Yesterday my two year old got her first report card from pre-school. A glowing description of her progress made me so happy. She has done so well.
The report makes me think about how we measure progress after school. An obvious metric is money made, but that doesn’t seem enough. My daughter’s report paid attention to aspects such as social cohesion, personality and communication skills development and other “softer” measurement than her grades or her salary. Her earning power is pitiful 😉
If my own schooling was any indication, after kindergarten (which measures very interesting markers for progress) we are pushed down a narrow path towards industry and conformance. We probably need to do better.
Some ideas for metrics other than salary and position to measure progress as humans after school:
- How do we measure our contribution to the culture?
- How aware are we of our own true nature and personal development?
- How much do we know about where we come from?
- How strong is our network?
Happy Thursday chimps.
One way to view a building is through the lens of a developer. Using this lens, a building is a foundation, a frame, and finishes (interior and exterior — windows, doors, penetrations) plus the surface finishes (floors, walls, ceilings, interior doors, rest rooms, mop closets, central plant) and the HVAC, electrical, plumbing, fire protection, controls, elevator systems.
Buildings can also be linked to health and emotion. A house can be a safe space and a home full of joy, or it can be full of anger, the scene of a divorce. Creative spaces can give you a sense of freedom and purpose. Pressurized space characterized by disjunction and poor design can give you a feeling of unease – it may even make you sick.
Depending on what you want to achieve, it helps to have the right lens. For example right now I need to sort out several functional things in our old house such as the garden lawn and the crumbling driveway. Developers lens helps here. I also have to manage a big family’s needs and expectations with my own. Seeing our home as a space for emotional fulfillment, health, and personal development is perhaps the lens to use here.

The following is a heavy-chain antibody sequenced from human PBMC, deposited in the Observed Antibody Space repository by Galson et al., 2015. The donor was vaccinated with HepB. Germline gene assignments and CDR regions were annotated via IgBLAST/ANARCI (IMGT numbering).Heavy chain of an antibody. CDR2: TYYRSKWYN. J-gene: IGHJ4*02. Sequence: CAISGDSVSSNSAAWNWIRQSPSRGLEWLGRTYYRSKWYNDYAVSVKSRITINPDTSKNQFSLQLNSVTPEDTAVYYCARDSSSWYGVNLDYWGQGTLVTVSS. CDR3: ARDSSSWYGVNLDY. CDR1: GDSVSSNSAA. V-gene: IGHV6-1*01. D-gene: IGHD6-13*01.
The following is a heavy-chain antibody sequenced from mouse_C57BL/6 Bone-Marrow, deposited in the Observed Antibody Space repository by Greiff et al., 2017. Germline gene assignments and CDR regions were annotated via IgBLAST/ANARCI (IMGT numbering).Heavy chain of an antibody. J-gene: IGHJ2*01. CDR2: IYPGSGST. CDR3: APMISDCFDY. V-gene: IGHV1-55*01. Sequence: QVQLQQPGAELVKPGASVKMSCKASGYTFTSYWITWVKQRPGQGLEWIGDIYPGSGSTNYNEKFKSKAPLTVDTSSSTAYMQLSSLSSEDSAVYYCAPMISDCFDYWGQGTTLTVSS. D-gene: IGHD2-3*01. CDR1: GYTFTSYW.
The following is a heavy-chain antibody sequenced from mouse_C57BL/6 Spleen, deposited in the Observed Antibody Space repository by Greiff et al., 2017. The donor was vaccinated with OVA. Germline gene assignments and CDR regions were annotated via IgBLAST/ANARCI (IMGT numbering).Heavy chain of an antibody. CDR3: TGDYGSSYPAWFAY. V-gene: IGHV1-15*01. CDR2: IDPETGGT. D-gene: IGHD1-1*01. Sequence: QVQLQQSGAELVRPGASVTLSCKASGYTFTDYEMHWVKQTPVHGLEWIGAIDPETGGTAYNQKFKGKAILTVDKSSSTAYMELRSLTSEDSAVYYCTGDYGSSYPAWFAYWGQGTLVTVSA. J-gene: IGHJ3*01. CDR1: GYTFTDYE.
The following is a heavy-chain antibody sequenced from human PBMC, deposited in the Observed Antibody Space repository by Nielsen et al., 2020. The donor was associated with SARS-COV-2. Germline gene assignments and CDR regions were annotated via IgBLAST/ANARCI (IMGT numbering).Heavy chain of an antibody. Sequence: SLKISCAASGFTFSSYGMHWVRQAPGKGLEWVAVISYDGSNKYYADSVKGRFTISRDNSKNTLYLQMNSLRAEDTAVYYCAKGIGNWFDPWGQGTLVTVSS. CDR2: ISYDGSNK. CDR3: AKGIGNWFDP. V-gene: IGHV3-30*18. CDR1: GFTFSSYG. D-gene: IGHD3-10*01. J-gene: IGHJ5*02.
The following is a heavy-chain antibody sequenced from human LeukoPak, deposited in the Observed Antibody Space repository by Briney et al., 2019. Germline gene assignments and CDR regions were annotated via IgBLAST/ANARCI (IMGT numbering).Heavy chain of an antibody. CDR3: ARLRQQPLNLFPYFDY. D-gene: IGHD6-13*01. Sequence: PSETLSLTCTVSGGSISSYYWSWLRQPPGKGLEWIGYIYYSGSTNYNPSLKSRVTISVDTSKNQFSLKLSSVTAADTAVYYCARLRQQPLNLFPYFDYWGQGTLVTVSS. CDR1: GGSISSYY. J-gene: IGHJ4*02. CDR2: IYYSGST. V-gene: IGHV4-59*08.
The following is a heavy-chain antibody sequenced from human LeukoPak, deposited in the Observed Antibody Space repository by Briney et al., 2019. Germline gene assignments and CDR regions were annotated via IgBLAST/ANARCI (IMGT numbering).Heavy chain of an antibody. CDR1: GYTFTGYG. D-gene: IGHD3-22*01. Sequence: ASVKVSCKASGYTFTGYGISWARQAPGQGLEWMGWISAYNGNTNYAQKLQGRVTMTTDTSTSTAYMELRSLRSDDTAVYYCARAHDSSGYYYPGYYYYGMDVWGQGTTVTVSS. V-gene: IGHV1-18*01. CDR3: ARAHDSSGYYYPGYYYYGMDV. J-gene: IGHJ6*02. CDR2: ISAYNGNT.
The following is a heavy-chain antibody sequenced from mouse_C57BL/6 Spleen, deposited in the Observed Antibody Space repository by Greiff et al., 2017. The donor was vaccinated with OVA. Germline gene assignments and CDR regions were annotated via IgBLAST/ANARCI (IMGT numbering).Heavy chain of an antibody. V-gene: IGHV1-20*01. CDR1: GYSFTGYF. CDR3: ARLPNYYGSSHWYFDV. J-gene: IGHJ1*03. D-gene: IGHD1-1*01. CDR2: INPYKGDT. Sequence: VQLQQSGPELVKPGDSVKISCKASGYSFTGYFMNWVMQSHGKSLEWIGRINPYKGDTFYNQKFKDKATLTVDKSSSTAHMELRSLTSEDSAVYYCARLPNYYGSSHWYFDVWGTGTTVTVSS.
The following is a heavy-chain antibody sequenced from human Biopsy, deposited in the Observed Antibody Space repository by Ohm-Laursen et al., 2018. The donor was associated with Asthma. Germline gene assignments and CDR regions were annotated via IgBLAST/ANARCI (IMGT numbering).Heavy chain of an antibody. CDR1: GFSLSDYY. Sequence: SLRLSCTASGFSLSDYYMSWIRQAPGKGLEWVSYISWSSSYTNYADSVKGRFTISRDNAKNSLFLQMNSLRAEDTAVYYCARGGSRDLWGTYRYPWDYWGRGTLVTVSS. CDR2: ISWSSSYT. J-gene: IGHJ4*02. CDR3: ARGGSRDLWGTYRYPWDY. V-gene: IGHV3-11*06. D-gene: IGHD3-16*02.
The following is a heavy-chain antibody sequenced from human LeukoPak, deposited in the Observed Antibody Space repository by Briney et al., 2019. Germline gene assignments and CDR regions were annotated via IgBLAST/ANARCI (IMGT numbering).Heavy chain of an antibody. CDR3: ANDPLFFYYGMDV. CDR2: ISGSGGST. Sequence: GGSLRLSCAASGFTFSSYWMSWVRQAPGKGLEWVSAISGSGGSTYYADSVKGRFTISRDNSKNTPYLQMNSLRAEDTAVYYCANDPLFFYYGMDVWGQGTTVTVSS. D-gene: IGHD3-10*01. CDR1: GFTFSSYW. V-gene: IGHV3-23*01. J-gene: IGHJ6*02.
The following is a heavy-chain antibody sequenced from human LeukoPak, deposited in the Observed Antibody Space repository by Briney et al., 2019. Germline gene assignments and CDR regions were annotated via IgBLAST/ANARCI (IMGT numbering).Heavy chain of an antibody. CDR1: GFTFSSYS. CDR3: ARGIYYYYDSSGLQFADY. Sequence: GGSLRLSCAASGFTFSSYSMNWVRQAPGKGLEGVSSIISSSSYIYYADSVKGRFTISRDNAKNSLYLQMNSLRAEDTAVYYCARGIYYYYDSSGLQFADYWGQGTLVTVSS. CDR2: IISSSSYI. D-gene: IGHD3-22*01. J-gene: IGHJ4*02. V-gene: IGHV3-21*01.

Playing games is important to me. In my life, Games come up all over the place.
If I find something difficult then it helps me to think of it as a game. This approach makes things less stressful and lowers my anxiety. Elon Musk says we might all just be living in a simulation. Sometimes it helps to think of life in that way. A few examples of play as it manifests in my life:
More and more I see life as one big bunch of games to play.
Some people are not good at playing. Doodling, Riffing, Games, Jokes, Humor are seen as a waste of time. I can’t understand this approach to life.
Happy Wednesday, chimps.
- Playing with the kids at whatever game they have going
- Treating menial parenting tasks as a game
- Comedy and conversation with friends
- Computer games
- Sport and exercise including data on health
- Social media accounts
- Music – listening and playing music is a beautiful game
- Blogging 😉
The two words are often used interchangeably, which is wrong.
If a system is complex, it means it has many components in the system. The complexity makes it hard to apply any hard and fast rules for problem solving. Think of a large company or organisation.
If a system is complicated it can be hard to solve, but they are addressable with rules and recipes. Think of a machine.
My next guest on the podcast, Dan Rogatschnig, did a masters degree specialising in this stuff and he laid it out for us during our chat.
Come and have a listen on Friday.
The next guest on my podcast has not one but two masters degrees.
I worked with Dan for a couple of years in a corporate, and since then I have always been curious about his LinkedIn bio which reads as follows: “Thinking in curved lines of interdependence rather than straight lines of causality”
I pinned Dan down recently to explain himself. We had a nice long chat which I will release on Friday as the fourth episode in my podcast series.